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Mitt Romney's gaffes abroad show his numbers don't add up

Mitt Romney's gaffes abroad show that his numbers just don't add up

By Mamoon Alabbasi | London
August 9, 2012

US presidential candidate Mitt Romney ended a three-country world tour of Britain, Israel and Poland without appearing to have learned much from his overseas trip. Even in his attempts to water-down the impact of some of his gaffes, following an influx of negative press, he seems to have stuck to the flawed logic behind them, especially when it comes to the economy.

It all started with what he thought was a simple remark regarding Britain's hosting of the 2012 Olympic Games, when he said of the event- almost on the eve of its opening ceremony - that "there are a few things that were disconcerting." The event has been 15 years in the planning with an expected cost of £9 billion (almost $14 billion). The timing couldn't have been more distasteful, prompting one commentator to note that the Republican challenger "is perhaps the only politician who could start a trip that was supposed to be a charm offensive by being utterly devoid of charm and mildly offensive."

But the irony goes beyond the lack of decorum in diplomacy, where such unconstructive criticism touched a nerve in the host country. Part of the content of the criticism – namely his comment: "the stories about the private security firm not having enough people …is not something which is encouraging" – is on its own a statement that should be held against the policies of the US presidential hopeful. Just weeks before the start of the Olympics, the private security company which had won the contract to provide guards for the event found itself unable to deliver on its obligations, prompting the British government to call on 3,500 troops and take other measures to fill the gap. One could say that it was the public sector (you know 'big government'?) that saved the day. Romney's advocated small government would have spelt disaster in such a scenario.

But does the nominee of the Republican Party recognise that? Not very likely. In fact, had he paid much attention to the Olympics opening ceremony, he would have also noticed the pride that the British public – righty – have in their National Health Service, which featured prominently at the spectacular show in London. Instead he chose to heap praise on the Israeli health care system for receiving less government funding than that of the US (Israel spends 8% of its GDP in contrast to America's 18%). Yet American health care is already in an unacceptable state, where thousands die annually for not being able to afford health insurance, how many more could suffer if Washington were to splash its spending by 10%?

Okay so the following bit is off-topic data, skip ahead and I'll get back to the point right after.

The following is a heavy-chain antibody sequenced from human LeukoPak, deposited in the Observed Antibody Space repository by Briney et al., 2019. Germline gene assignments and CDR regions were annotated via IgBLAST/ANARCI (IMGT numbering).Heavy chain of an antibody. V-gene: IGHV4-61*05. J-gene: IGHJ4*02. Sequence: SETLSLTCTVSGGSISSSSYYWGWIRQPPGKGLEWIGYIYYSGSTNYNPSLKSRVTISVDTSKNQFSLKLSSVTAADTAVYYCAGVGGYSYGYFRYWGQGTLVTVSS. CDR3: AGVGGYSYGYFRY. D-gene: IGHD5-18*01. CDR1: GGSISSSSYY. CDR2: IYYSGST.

I don't think the Republican nominee particularly cares, given his apparent blame for victims for their own misfortune, as can be understood for his comments regarding Israel's financial superiority over Palestinians: it's all a matter of "culture" and the "hand of providence". Not only the cause-effect relationship (which includes words like 'occupation', 'restrictions' 'displacement', 'refugees', etc.) was absent, but also a very important financial aspect was left out of the equation altogether. Namely that Israel is the largest cumulative recipient of US foreign assistance since World War II, where billions of American dollars continue to be spent on Tel Aviv despite America's current troubled fiscal situation.

In fact, just before Romney arrived in Israel, President Barack Obama had signed a law enhancing US-Israel security cooperation, which will add $70 million to the Iron Dome project. Under a Republican government which promises to be more "hawkish" towards Iran and even Russia, one can expect more military spending by the US. So if you fancy going back to the Cold War or perhaps starting a third World War or any other fanatic fantasy then Romney might just be your man. But if you believe that voting for him would help the American economy, think again.


Mamoon Alabbasi is a news editor and translator based in London. His op-eds, reports, and reviews appear in a number of media outlets.

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